We present the list of winners of the 8th DMZ Korean International Documentary Film Festival (DMZ Docs) that took place from September 22th – 29th in South Korea.
White Goose Award
Those Who Jump by Abou Bakar Sidibé, Moritz Siebert, Estephan Wagner
Denmark | 2016 – 82 min.
In northern Morocco lies the Spanish enclave of Melilla: Europe on African Land. On the mountain above live over a thousand hopeful African migrants, watching the land border, a fence system separating Morocco and Spain. Abou from Mali is one of them. For over a year, he has ceaselessly persisted in attempting to jump the fence. At the fence, they have to overcome the razor-wire, automatic pepper spray and brutal authorities. Some give up and return home, others never return from the fence.
Special Jury Award
When Two Worlds Collide by Heidi Brandenburg, Mathew Orzel
Peru, UK | 2016 – 103 min.
Tense and wholly immersive, this film take you directly into the line of fire between two, powerful Peruvian leaders over the future of the country. When president Alan Garcia attempts to extracts oil and minerals from untouched Amazonian land with the hopes of elevating his country’s economic prosperity, he is met with fierce, violent opposition led by indigenous leader Alberto Pizango. This film capture all angles of a conflict that quickly escalates from a heated war of words to one of deadly violence.
Asian Perspective Award
Red Clothes by Chan Lida | Cambodia – 2016 – 65 min.
In a suburb of Phnom Penh, where Cambodia’s textile industry is flourishing, Ty Sophanith lives with his wife and his five years old son. The young workers, former peasant from the countryside of Kampong Chhnang, were hired by the factory, supplier to the well-known brands in the West, but the couple lives in starvation wage. Sophanith was wounded by the police bullets during a demonstration for their better working conditions, The Cambodian workers’ demonstration is getting violent.
Best Korean Documentary Award
The Remnats by Kim Il-rhan, Lee Hyuk-sang
South Korea | 2016 – 130 min.
In October 2015, the evicted residents who had imprisoned on a false charge of killing a policeman assembled in a place for the first time after the Yongsan Disaster six years ago. They had occupied a watchtower against unreasonable redevelopment policies and in protest against violent suppression used by riot police in 25 hours of their sit-in demonstration. Their colleagues had died from an unknown fire, and they became criminals. The delight of meeting again lasts only briefly. The ‘comrades’ rip out cruel words while blaming each other.
Korean Special Jury Award
Still and All by Kim Young-jo – South Korea | 2015 – 92 min.
Still and All is a story about the souls living beneath the Yeongdo Bridge in Busan. Yeongdo and its bridge offer a historical space with lingering traces from the Japanese colonial era to the Korean War. The people under Yeongdo Bridge, reconstructed in 2013 after 47 years, are driven to move when the vicinity around it is designated a Special Tourist Zone. The film superimposes their stories against the spatial history.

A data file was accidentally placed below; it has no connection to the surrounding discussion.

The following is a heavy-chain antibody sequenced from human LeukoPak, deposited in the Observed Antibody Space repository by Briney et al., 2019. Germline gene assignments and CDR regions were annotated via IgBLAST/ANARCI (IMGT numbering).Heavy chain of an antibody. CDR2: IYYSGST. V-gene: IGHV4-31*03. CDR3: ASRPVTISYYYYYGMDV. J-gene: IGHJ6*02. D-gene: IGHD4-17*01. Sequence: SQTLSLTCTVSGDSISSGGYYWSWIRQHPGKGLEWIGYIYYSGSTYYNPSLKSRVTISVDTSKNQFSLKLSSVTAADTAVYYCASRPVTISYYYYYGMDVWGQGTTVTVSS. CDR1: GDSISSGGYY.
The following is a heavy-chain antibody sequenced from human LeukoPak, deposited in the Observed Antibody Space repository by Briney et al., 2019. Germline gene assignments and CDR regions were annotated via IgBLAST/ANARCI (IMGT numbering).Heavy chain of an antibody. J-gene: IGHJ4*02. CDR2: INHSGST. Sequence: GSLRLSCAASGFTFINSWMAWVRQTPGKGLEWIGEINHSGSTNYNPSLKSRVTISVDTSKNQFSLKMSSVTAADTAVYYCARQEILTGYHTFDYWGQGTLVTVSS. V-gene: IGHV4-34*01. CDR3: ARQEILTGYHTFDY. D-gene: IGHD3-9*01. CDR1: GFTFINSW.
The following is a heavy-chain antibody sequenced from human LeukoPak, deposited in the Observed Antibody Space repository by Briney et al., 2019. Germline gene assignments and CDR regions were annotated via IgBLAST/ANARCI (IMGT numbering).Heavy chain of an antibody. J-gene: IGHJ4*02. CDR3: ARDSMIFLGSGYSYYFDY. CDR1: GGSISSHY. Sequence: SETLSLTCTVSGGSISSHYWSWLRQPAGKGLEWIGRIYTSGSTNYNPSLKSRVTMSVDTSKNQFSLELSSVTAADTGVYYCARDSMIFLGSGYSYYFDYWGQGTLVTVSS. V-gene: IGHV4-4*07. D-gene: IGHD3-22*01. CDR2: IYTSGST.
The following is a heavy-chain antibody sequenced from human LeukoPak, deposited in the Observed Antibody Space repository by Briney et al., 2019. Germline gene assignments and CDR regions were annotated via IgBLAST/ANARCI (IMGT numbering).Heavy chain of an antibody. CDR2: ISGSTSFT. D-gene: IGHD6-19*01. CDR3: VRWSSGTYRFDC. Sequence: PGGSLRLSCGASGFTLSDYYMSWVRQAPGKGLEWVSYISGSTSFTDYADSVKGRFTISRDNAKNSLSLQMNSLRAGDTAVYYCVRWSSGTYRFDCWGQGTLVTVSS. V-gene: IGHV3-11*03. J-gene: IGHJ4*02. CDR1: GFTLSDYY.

Brave New Docs Award
The Silence by Park Su-nam – South Korea, Japan | 2016 – 100 min.
In May 1994, the fifteen victims ‘Comfort women’ visited Japan. Most of the victims have passed away, but Ms. Lee Oksun, who has always led the way with playing the janggu, live in the Sokli Mountain now. The precious footage, recording close to Ms. Lee Oksun who testifies her deep resentment for half a century, shares the message from a surviving victim.
Beautiful New Docs Award
Becoming Who I Was by Moon Chang-yong, Jeon Jin
South Korea | 2016 – 105 min.
A seemingly ordinary boy discovers he is the highest ranking Tibetan monk reincarnated from a past, giving him the noble title of Rinpoche. Displaced in his reincarnation in Ladakh due to the political instability in Tibet, he is separated from his former monastery. Filmed over 7 years, the young reincarnate faces questions of survival, coming-of-age, and serving a sacred order. With one aging godfather on the backdrop of the biting Himalayan Mountains, Rinpoche sets on a dangerous journey to find his place in the world.
The Remnats by Kim Il-rhan, Lee Hyuk-sang – South Korea | 2016 – 130 min.
Special Jury Mention
Shallow Kim by Kim Tae-yeong – South Korea | 2015 – 24 min.
My little brother Yeongjae, 7 years old, is 11 years younger than me. He is growing child but has grown too much. Recently my biggest worry is nothing but my brother’s obesity. Parents and I had a number of arguments about how we nurture him. However, since I live separately at school dormitory, my opinion has been ignored easily as if I were not a member of the family. Why did he become chubby? For this, I had some meaningful talks with our family.
Excellent Youth Documentary Award
We Can Call It Love by Min Ge-o – South Korea | 2015 – 10 min.
Is there a definite border between friendship and love that people feel? Friends at school talk affectionately to each other, walking down the hall in hand or arm-in-arm, and they also never mind giving a sweet hug to each other. As long as they value each other, sometimes they feel jealous of him or her, as more than just friends …
Best Youth Documentary Award
Between 9 and 0 by Kim Su-min – South Korea | 2015 – 10 min.
I once set the goal. When I became twenty, it would be time to be independent. Many aspect of independence of my life at 20, which I am approaching closer, looked achievable, but I found that has been very difficult task. Being independent meant not only financially from parents’ help, but building my own concrete world view. So I choose a path to experience some controversial sites by myself to taste some.